I made short work of South Mills and Buckhorn, catching back up to Van.  At the intersection, Josh of Threshold Provisions pointed us to take a right.  Huh?  What?  I am supposed to go left, like last year or so I thought.  In my oxygen deprived state of mind (and that's the story I am sticking with), I actually questioned Josh after seeing the 3 strips of tape leading up to the right.  He nicely replied, "Yes, you are going up that way."  Once I began to climb the stairs, I came to my senses, laughed out loud at myself, and apologized to him.  And then I continued to laugh at myself for probably the next 10 minutes. (So that is why Eric mentioned Avery Creek this morning at the pre race meeting.)  After the HAB on this section of Black, I was thankful of this course change as I don't ride this section of Black very often and Avery Creek is just so friggin' fun ... well, at least until you get down in the hole and have to claw your way back up.  Mean, Eric, just mean, when you could have directed us onto Buckhorn!

Once I saw the horse stables for the second time today, I began to smell the barn.  Up Clawhammer to Maxwell to Black.  A short HAB up, where Kip caught up to me once again, and then we let it rip down the Black descent.  We rolled under the finish line together in 7:56 after 61 miles and 11,000 feet of climbing. 

1 tallboy = 1/2 kitchen pass. Have my eye on a 2nd one come Sunday.

Knowing what lay ahead for Sunday, I did not partake in any post-race shenanigans.  A walk over to Davidson River to soak the pistons while recovering with my chocolate almond milk concoction.  Then off to the Sunset for more fuel and some leg squeezing courtesy of Elevated Legs.  A big shout out to Zeke for tending to Faith, my trusty Niner steed.

Thursday, May 8, 2014

2014 PMBAR Race Report

The weeks leading up to this race are almost as fun as the race itself.  Laying out all the gear I think I will need, deciding how I can downsize, and then where to put it all.  Pouring over the map looking at potential routes.  Eating clean, sleeping well, training right.  Checking out every little component of my bike.  Should I slap on some new tires?  Is the chain o.k.?  Is that creak I hear just an annoyance or something about ready to explode?  Watching the weather.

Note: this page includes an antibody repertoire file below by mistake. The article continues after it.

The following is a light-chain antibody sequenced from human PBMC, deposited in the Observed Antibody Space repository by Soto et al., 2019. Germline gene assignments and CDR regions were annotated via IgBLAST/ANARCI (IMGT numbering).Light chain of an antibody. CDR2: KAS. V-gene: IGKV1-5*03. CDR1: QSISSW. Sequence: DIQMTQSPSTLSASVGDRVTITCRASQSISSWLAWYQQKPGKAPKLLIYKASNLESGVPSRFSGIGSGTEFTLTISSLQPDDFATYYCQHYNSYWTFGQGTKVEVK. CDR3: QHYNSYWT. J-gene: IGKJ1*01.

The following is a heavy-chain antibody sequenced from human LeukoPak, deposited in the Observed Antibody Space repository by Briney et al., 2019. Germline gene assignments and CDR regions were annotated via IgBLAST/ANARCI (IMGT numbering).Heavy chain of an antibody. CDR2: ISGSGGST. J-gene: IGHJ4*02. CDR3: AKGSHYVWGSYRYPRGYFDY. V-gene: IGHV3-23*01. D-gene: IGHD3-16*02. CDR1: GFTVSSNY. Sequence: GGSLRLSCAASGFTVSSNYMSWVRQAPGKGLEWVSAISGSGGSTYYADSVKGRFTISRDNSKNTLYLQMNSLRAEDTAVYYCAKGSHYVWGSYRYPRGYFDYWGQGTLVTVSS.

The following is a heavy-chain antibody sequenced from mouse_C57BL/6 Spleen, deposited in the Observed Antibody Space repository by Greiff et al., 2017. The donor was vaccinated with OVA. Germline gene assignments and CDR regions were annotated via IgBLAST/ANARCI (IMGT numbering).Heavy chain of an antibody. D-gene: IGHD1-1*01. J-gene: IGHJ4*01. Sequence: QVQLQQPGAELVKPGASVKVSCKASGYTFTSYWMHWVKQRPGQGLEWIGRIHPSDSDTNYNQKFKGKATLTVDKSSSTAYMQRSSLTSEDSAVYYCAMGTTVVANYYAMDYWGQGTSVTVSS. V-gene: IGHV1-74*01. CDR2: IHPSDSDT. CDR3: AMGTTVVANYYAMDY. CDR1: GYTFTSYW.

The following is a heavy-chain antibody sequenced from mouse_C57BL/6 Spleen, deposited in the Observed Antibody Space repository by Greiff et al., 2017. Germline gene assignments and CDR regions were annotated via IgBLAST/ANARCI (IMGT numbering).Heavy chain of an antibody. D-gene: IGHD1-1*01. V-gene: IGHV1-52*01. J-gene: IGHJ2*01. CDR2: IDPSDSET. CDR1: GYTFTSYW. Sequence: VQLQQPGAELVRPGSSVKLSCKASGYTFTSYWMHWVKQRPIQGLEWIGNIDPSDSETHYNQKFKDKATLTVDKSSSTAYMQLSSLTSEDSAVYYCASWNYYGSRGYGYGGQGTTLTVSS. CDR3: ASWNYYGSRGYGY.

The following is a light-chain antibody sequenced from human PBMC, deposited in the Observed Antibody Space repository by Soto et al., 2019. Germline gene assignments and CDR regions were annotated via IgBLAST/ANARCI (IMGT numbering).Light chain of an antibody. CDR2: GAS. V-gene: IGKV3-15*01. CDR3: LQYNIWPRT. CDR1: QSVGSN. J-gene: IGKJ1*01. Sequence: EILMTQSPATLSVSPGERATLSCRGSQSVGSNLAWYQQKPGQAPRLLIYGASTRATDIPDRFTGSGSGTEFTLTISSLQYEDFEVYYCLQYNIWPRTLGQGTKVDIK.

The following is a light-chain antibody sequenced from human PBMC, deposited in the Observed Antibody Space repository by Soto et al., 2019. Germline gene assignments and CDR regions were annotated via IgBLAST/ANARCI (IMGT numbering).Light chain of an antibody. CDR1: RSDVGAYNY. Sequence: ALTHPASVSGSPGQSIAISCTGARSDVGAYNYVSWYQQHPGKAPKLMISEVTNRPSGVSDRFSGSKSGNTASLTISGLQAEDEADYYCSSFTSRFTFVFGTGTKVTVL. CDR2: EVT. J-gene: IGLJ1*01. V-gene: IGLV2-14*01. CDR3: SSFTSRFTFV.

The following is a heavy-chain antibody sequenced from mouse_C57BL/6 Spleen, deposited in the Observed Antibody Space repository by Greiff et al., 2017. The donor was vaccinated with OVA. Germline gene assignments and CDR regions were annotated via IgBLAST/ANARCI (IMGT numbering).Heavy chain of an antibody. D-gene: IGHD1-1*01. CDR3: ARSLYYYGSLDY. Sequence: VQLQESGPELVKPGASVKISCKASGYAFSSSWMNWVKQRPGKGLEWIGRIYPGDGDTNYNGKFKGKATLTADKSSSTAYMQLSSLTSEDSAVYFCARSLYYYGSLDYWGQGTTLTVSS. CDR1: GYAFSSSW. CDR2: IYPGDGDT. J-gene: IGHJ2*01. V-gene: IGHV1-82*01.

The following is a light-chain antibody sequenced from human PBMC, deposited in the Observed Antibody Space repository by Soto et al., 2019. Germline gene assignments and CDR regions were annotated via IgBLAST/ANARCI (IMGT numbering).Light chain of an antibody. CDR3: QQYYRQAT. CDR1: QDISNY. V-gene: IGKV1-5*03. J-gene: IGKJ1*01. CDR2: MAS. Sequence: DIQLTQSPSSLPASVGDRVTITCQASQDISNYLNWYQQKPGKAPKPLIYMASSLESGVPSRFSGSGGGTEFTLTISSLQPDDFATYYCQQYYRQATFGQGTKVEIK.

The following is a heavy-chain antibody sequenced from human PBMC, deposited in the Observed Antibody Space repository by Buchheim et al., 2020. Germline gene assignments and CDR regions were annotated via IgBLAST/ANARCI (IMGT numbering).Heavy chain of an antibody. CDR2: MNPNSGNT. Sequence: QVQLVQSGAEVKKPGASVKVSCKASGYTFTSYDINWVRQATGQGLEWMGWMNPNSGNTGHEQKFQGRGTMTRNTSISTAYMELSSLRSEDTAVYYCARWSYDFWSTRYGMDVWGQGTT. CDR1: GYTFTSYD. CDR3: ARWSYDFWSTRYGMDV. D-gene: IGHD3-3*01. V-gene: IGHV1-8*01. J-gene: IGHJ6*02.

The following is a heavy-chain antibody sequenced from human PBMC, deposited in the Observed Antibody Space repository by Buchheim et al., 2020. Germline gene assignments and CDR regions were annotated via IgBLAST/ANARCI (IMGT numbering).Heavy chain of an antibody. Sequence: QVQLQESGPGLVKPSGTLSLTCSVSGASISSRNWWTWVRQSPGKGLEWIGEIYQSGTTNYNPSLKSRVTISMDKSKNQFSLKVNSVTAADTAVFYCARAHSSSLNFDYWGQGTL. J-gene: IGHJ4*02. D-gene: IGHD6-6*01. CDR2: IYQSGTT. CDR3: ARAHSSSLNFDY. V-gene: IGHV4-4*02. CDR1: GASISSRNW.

I look forward to this race more than any other.  With no set route and not knowing the checkpoints until the race start, this race is as much about strategy as well as fitness and skill.  I was ready and after Lisa destroyed the Big Frog field the week before, I was hoping she would stll have that spark in her legs.

Mother Nature could not have handed us a better day.  Dry and warm ... a first in Pisgah!  At 8:15am, Eric said, "Go!"  We opened our passport, skimmed quickly to make sure there were no stupid pet tricks (there weren't), closed passport, and began the climb up Black Mountain.  We fared a little better this year as traffic was light.  Once at the crossroads of Black and Maxwell, we stopped and began to plot our course.

Photo credit:  Kelly Klett

After about 5 minutes, we were off to get the CP on Black.  Push, push, push, pedal, pedal, push, push, stop and make sure bloodied-nose dude is o.k., pedal some more, and we reach at the CP. After we got scanned and stamped, we continued on Black to the next CP on Squirrel.  By this time, my legs and engine were warmed up, and I was beginning to sparkle!  How I love that feeling when all systems are running smoothly.  Finding the flow of Buckhorn, South Mills, and Squirrel, we made quick work and were soon collecting our second CP.

RX Bar fuels the diesel engine remarkably well.

Our 3rd CP at South Mills/Bradley was easy and fast to reach as it was mostly downhill.  The trails were in unbelievably fantastic condition.  It was here, along Squirrel, that I was able to take the time to enjoy the forest.  The birds were singing, the wildflowers were blooming, and the creeks were rushing with life-giving waters.  Quite the opposite of last year, when I was so covered by rain gear and could barely see the trail ahead of me.

Threshold Provisions provided every racer with a real food bar.  I chose the cherry coconut.

Our next stop would be Stephen Janes' grilled cheese station.  But first, we had to climb, climb, climb out of the hole we went down to.  What stood between us and the sammies were the 18 creek crossings of Bradley Creek Trail.  With temps rising into the 70's, these crossings did wonders for my feet and legs; I told myself this was active recovery as I plunged into the icy waters.  It was on this trail where Lisa and her adventure racing skills excelled.  She was just inches from walking on water.